Rauner Defends Tax Freeze
The governor believes Illinois citizens need property tax relief because those charges are the nation’s highest, according to spokesperson Catherine Kelly. She said part of the reason is the large number of taxing districts in the state like school districts, park boards, townships and more.
“High property taxes are hurting our working families and small-business owners, and we need to give taxpayers a voice in their highest tax burden,” said Kelly in an email to DNS. “This legislation would require districts to seek voter approval for any tax increase, while still permitting the local elected officials to allocate and spend tax proceeds.”
Riggle said the major part of District 225’s revenue comes from property taxes, but he said he needs to know the details of the legislation before he can calculate its impact.
“Is it just the (consumer price index) or will it mean new property,” said Riggle. New property was responsible for the bulk of the increase in the district’s 2016 levy determining taxes paid next year.
For other officials, a property tax freeze will send them scrambling to remake their budgets if they lose the revenue from a planned higher levy. Highland Park City Manager Ghida Neukirch said it will upset years of “diligent” work crafting balanced budgets while keeping services at a level the citizens demand.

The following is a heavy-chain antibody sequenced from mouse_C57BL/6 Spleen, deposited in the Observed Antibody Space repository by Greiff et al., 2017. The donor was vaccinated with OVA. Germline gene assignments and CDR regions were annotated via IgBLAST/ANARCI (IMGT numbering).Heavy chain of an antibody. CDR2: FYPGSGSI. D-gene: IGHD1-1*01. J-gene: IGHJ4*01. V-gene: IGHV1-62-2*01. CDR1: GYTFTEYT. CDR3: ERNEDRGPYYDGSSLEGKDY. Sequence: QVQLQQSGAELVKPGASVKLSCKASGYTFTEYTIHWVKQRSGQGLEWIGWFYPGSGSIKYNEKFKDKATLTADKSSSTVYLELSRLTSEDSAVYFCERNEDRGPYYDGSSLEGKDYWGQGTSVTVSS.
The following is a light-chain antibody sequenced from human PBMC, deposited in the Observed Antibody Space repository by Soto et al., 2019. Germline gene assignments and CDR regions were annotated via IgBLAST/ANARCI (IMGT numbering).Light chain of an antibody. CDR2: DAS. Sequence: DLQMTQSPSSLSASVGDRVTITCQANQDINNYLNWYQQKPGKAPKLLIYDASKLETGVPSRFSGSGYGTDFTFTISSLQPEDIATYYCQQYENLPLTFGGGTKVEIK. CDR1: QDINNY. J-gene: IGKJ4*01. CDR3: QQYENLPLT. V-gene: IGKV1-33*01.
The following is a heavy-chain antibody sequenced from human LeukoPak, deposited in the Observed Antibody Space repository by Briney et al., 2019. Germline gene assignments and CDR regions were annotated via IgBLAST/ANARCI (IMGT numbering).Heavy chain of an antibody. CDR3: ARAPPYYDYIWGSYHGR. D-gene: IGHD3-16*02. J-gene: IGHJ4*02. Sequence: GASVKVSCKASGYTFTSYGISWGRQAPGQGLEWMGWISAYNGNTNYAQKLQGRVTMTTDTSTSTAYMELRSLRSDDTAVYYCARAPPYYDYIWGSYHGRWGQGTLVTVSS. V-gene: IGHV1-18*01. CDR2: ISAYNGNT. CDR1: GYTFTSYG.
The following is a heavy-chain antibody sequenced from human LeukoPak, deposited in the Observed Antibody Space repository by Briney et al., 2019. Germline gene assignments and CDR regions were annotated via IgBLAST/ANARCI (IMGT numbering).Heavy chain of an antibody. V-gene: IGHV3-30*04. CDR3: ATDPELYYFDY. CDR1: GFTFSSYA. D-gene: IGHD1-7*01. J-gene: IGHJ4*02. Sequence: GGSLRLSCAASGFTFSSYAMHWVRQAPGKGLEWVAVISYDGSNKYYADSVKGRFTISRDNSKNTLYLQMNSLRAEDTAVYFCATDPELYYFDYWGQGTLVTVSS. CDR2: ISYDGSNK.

“A property tax freeze would be impactful to the city,” said Neukirch in an email to DNS. “It would require review of the city’s budget and assessment to delay capital projects, defer initiatives anticipated for the year, or possibly reduce services.”
Neukirch said the levy increase of $524,000 in next year’s budget was done solely for the purpose of partially meeting state-imposed pension requirements. A freeze will not eliminate the obligation.
Other Towns Need More Information
In some communities like Winnetka, the impact will be less for now, according to Village Manager Robert Bahan. He said the town has held its levy constant for the last three years.
The effect of a tax freeze compounds each year it is in place, costing more than the initial revenue loss, according to Jenifer Hermes, the assistant superintendant for business services for Lake Forest Community High School District 115 and Lake Forest School District 67.
Hermes said the cut would remove revenue of $467,208 from the districts’ current budgets but the compounded loss over five years could be as much as $1.2 million.
“As school district tax revenue is predicated on prior year tax collections, the loss experienced is into perpetuity under the current tax formula,” said Hermes in an email to DNS.
Though a freeze will mean less capital projects for Deerfield Public Schools District 109, the precise action is unknown until the details of a freeze are clear, according to Cathy Kedjidjian, the district’s coordinator of communications and community relations.
While Terry Ryan, the communications coordinator for Northbrook School District 28, said the impact is difficult to gauge without precise provisions of a law, it will require pencil sharpening because of the large number of expenses like health care for which the district has minimal control.
DNS reporters Julie Kemp Pick and Emily Spectre contributed to this story.